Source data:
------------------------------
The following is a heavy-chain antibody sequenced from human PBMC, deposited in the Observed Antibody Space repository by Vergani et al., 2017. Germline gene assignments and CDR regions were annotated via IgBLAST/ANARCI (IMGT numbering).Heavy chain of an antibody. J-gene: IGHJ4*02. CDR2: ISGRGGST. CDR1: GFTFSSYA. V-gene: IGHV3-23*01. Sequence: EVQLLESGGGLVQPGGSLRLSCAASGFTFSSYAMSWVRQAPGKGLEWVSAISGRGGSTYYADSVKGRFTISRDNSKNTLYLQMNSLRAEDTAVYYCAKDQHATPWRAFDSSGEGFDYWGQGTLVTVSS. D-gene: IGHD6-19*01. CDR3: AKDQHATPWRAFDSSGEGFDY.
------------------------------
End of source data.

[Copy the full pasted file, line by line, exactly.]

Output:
The following is a heavy-chain antibody sequenced from human PBMC, deposited in the Observed Antibody Space repository by Vergani et al., 2017. Germline gene assignments and CDR regions were annotated via IgBLAST/ANARCI (IMGT numbering).Heavy chain of an antibody. J-gene: IGHJ4*02. CDR2: ISGRGGST. CDR1: GFTFSSYA. V-gene: IGHV3-23*01. Sequence: EVQLLESGGGLVQPGGSLRLSCAASGFTFSSYAMSWVRQAPGKGLEWVSAISGRGGSTYYADSVKGRFTISRDNSKNTLYLQMNSLRAEDTAVYYCAKDQHATPWRAFDSSGEGFDYWGQGTLVTVSS. D-gene: IGHD6-19*01. CDR3: AKDQHATPWRAFDSSGEGFDY.